Great Wall of China, China
GPS: 40.433228223468, 116.57137804904
The Great Wall of China is the largest man-made fortification ever built in terms of length, mass and surface area. It embodies the military power of Imperial China. This extraordinary defence system was erected from the 3rd century BC by Qin Shi Huang, the first emperor of the Qin dynasty. At the beginning of the unification of the Chinese empire, the sovereign entrusted the responsibility of the construction site to his general and military architect, Meng Tian. The foundations of the Great Wall China rest on the first defensive lines 5,000 kilometres long. They mark the northern border of the country against the nomadic peoples from the Mongolian Steppe (including the Xiongnu).
To protect themselves against external invasions, the dynasties that succeeded each other at the head of the empire continued this considerable construction project and improved the techniques. These were developed in particular during the reign of the third Emperor of the Ming dynasty, Yongle Emperor, at the beginning of the 15th century. The fortifications of the Great Wall China were enlarged, solidified and raised to make them indestructible and impassable. They were equipped with bastions, watchtowers and fortified outposts to accommodate garrisons of soldiers responsible for keeping a permanent watch on the area and warning the capital in case of an attack. The extension of the Great Wall of China continued to the north and west of Beijing until the 17th century, stretching from the Gobi Desert to the Yellow Sea. In the end, the wall stretches over 21,000 kilometres in length. It traverses inhospitable terrain and covers a total of 15 Chinese provinces. This military structure, of extraordinary dimensions, also serves to secure the transport of goods and protect parts of the Silk Road.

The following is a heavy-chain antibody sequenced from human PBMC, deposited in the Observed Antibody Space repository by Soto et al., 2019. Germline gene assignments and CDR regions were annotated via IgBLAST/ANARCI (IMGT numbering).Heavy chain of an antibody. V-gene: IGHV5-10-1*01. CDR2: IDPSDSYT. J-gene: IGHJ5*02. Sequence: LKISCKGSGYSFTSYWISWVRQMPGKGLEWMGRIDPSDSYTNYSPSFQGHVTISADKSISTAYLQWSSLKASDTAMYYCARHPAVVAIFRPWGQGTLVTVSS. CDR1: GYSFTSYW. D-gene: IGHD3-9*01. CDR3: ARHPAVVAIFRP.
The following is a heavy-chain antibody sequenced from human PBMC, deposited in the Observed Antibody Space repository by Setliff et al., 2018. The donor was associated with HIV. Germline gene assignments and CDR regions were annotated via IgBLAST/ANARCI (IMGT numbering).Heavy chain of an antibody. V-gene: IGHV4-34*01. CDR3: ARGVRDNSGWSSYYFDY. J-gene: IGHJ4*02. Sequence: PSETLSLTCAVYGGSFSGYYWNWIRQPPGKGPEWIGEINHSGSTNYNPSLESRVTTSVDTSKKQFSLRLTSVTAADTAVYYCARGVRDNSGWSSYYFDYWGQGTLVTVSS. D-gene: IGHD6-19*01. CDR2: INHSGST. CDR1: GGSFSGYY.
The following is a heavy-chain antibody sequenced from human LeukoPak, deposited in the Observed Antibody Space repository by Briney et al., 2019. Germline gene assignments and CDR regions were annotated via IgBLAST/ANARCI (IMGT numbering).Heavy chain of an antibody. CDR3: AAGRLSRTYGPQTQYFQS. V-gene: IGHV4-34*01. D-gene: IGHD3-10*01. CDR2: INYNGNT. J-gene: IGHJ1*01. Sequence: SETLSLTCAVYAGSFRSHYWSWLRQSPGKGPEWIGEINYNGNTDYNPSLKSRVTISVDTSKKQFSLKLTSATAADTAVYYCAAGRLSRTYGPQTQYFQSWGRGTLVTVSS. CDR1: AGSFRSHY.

The Great Wall China has been destroyed several times over the centuries by the Mongols (including Genghis Khan and his troops who managed to bypass it in the 13th century) and the Manchus in the 17th century (who brought the Qing dynasty to power). Internal events such as political unrest, civil wars and popular revolts affected successive empires, but the fortification system was rebuilt in various places until its completion. Made of earth, wood, stone, cement, and then standardized brick, the singular architecture of the Great Wall of China is revealed to the public from Shanhai Pass (Shanhaiguan) in its eastern part to Jiayu Pass (Jiayuguan City) in its western end. Its imposing walls are dotted with fortresses and follow a zigzag silhouette of the mountainous terrain. A symbol of Chinese civilisation, the Great Wall China winds its way through varied and spectacular landscapes along the border with Mongolia: mountain passes and grasslands, deserts and rivers, cliffs and forests as far as the eye can see.